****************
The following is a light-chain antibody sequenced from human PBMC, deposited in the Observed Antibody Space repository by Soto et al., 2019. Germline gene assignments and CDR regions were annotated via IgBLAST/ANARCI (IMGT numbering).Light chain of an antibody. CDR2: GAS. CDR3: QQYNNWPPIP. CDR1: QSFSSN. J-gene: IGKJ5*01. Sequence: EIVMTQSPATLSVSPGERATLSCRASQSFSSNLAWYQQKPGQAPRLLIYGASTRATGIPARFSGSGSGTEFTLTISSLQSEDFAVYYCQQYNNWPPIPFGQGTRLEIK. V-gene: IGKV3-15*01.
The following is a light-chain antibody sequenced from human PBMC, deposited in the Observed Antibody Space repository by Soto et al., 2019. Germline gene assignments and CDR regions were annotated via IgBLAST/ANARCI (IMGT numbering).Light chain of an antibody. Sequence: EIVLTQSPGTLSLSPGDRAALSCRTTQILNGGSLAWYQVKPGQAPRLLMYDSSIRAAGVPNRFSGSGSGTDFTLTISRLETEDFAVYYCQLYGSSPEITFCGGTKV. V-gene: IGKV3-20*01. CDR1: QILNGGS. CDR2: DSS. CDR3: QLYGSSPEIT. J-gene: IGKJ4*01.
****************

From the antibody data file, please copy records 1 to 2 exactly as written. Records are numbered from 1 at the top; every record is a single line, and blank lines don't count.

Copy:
The following is a light-chain antibody sequenced from human PBMC, deposited in the Observed Antibody Space repository by Soto et al., 2019. Germline gene assignments and CDR regions were annotated via IgBLAST/ANARCI (IMGT numbering).Light chain of an antibody. CDR2: GAS. CDR3: QQYNNWPPIP. CDR1: QSFSSN. J-gene: IGKJ5*01. Sequence: EIVMTQSPATLSVSPGERATLSCRASQSFSSNLAWYQQKPGQAPRLLIYGASTRATGIPARFSGSGSGTEFTLTISSLQSEDFAVYYCQQYNNWPPIPFGQGTRLEIK. V-gene: IGKV3-15*01.
The following is a light-chain antibody sequenced from human PBMC, deposited in the Observed Antibody Space repository by Soto et al., 2019. Germline gene assignments and CDR regions were annotated via IgBLAST/ANARCI (IMGT numbering).Light chain of an antibody. Sequence: EIVLTQSPGTLSLSPGDRAALSCRTTQILNGGSLAWYQVKPGQAPRLLMYDSSIRAAGVPNRFSGSGSGTDFTLTISRLETEDFAVYYCQLYGSSPEITFCGGTKV. V-gene: IGKV3-20*01. CDR1: QILNGGS. CDR2: DSS. CDR3: QLYGSSPEIT. J-gene: IGKJ4*01.